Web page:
How Should A Contractor Handle A Situation In Which A Project Costs More To Complete Than The Amount That Was Included In The Original Contract?
If a project ends up costing more to complete than the amount that was included in the original contract, then a couple of different things can happen. From the contractor’s perspective, the worst case scenario would be to simply lose money on the project. For example, if a contractor committed to complete a project for $1 million, and later realized that it underestimated the cost and should have actually bid $1.2 Million, then it would most likely have to eat the loss on that project.
However, that is not always the case. If a contractor finds itself in a situation like this, it would be a good idea to consult with a construction attorney to determine if there is some other option than simply having to absorb a $200,000 loss. Although it’s not common, there are certain circumstances in which a contractor could get out of this type of situation.
For example, if the owner of a project gets five bids for $2 million and only one for $1 million, then that should indicate that there may be something wrong with the bid for $1 million. Under these circumstances, it would be in the owner’s best interest and very likely their legal obligation to go to the contractor before accepting their bid, saying something like “Your bid is much lower than the bids that we are receiving from other contractors, and we think it’s likely you have missed something. Can you go back and look at this and make sure that your number is accurate?” Often, upon rechecking the numbers, the underbidding contractor will find the error and correct its bid. Maybe it won’t end up getting the contract because it is no longer the lowest bidder, but it also won’t be tied down to a project guaranteed to lose money from the start.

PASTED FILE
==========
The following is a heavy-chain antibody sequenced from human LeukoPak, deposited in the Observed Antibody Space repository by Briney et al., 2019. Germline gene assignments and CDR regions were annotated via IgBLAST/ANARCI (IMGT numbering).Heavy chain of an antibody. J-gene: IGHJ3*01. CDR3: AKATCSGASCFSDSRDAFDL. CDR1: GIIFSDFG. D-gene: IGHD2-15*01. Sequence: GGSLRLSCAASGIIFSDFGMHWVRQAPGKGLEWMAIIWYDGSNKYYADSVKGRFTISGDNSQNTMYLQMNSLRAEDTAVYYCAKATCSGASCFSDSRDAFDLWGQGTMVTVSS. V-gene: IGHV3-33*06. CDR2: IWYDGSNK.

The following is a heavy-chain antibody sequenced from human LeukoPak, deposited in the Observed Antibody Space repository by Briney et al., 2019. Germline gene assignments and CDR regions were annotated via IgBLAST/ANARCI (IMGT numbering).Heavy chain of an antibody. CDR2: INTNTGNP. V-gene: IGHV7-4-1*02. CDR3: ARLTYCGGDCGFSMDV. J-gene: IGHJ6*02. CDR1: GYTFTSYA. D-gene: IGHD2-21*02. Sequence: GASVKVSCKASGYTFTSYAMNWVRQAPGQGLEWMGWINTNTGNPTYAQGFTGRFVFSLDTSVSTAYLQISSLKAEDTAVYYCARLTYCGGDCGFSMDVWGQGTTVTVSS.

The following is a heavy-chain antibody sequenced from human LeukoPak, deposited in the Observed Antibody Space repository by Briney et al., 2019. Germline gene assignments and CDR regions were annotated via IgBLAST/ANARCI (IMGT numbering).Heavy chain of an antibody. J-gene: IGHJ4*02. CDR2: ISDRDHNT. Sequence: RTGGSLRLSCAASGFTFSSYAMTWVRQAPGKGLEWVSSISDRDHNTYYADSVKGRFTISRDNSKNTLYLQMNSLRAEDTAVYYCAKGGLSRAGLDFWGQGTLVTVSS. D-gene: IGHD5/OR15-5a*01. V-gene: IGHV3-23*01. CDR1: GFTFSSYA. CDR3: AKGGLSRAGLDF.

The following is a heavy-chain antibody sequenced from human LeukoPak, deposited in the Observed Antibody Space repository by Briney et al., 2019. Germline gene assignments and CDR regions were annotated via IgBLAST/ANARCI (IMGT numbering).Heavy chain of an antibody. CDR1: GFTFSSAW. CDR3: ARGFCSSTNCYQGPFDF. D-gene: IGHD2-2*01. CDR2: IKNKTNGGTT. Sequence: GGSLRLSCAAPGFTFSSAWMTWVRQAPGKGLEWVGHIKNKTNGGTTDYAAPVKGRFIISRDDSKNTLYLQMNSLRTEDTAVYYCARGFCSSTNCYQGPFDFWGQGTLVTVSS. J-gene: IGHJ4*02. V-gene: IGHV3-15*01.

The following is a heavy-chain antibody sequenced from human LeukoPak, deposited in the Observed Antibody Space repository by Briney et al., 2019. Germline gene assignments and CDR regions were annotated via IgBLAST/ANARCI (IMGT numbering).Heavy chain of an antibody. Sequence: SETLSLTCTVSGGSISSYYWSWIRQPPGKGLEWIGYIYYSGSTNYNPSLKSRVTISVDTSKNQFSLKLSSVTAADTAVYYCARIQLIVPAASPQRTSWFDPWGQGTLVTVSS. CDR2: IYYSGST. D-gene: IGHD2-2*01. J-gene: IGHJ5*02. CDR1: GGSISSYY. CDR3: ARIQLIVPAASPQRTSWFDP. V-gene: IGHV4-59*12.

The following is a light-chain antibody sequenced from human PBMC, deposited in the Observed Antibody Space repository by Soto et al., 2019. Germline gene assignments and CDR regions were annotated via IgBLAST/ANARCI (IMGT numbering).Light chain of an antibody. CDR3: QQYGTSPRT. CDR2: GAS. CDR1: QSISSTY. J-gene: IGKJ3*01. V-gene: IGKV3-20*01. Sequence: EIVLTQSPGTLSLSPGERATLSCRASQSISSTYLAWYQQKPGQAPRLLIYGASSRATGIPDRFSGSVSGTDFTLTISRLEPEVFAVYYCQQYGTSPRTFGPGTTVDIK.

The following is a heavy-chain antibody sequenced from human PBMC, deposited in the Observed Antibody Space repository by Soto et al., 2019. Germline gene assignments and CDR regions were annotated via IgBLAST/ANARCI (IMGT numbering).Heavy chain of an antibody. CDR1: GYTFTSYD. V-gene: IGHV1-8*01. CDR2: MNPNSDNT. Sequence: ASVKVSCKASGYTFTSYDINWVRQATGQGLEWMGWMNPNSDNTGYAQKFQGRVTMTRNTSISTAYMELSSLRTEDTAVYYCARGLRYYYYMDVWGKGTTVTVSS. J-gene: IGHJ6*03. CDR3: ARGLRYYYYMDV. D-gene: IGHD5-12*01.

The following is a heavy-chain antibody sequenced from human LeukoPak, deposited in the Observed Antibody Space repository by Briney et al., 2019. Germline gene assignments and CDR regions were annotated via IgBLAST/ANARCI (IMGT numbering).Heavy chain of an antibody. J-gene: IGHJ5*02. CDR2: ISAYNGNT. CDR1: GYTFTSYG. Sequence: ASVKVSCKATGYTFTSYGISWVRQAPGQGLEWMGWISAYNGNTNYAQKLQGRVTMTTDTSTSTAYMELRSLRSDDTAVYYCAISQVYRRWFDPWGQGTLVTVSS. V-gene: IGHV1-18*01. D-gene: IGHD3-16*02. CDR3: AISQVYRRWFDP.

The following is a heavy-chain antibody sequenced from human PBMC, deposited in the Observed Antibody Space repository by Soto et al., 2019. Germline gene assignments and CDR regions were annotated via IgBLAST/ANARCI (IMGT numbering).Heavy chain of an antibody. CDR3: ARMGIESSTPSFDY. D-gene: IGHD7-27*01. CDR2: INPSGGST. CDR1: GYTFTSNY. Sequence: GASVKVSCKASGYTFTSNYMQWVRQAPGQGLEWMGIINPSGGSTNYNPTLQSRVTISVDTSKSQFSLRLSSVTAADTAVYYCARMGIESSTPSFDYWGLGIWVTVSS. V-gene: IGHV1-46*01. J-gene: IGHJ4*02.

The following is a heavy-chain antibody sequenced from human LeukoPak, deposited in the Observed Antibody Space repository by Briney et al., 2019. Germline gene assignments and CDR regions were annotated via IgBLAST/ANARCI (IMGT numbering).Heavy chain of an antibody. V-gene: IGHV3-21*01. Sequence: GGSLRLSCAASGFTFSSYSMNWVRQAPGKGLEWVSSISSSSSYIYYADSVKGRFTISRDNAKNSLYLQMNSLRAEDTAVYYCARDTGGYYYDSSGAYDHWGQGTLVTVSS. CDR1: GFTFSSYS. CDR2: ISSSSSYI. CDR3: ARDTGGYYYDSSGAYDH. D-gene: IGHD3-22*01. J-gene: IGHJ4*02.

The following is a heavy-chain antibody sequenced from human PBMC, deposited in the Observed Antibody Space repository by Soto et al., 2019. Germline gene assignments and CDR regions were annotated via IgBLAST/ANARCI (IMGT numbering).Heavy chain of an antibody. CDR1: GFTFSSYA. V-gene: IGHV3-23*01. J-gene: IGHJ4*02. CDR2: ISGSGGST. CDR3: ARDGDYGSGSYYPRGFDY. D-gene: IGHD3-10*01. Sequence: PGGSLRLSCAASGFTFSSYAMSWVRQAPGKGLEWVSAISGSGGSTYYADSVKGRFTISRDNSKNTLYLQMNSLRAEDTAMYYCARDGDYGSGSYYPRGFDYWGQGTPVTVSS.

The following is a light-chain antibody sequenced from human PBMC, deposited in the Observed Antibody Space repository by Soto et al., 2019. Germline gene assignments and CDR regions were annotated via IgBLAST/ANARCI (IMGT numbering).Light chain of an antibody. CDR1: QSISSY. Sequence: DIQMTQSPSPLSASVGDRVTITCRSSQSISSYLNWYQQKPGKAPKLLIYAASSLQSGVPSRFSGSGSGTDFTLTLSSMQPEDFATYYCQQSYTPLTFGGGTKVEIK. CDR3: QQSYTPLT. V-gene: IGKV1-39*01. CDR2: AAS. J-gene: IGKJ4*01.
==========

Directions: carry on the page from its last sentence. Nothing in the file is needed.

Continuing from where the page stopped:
When a bidding error like this occurs, if a contractor financially to absorb the loss, then it would certainly increase its reputation within the community to do so. Absorbing some short-term loss may actually work to the contractor’s long-term benefit as it develops the reputation for honoring its obligations even when it is difficult to do so.
Another situation that often arises which would make it impossible for a contractor to complete a project for the previously agreed upon price is if conditions at the project site are materially different from what the contractor expected based on the documents and information received from the project owner. For example, if the engineering and soils reports provided by the owner indicate standard soils conditions for the excavation and ground work, but the contractor then encounters rock that will require more time and additional equipment to dig through, then it would be perfectly appropriate for the contractor to go to the owner and say, “This is different than what we originally bid for. We can still do this, but it is going to take us longer than what we agreed to and it is going to cost us more money than what we agreed to.” At that point, the contractor should receive a change order, which is essentially just an amendment to the contract that will allow them to take more time and be paid more money for the job.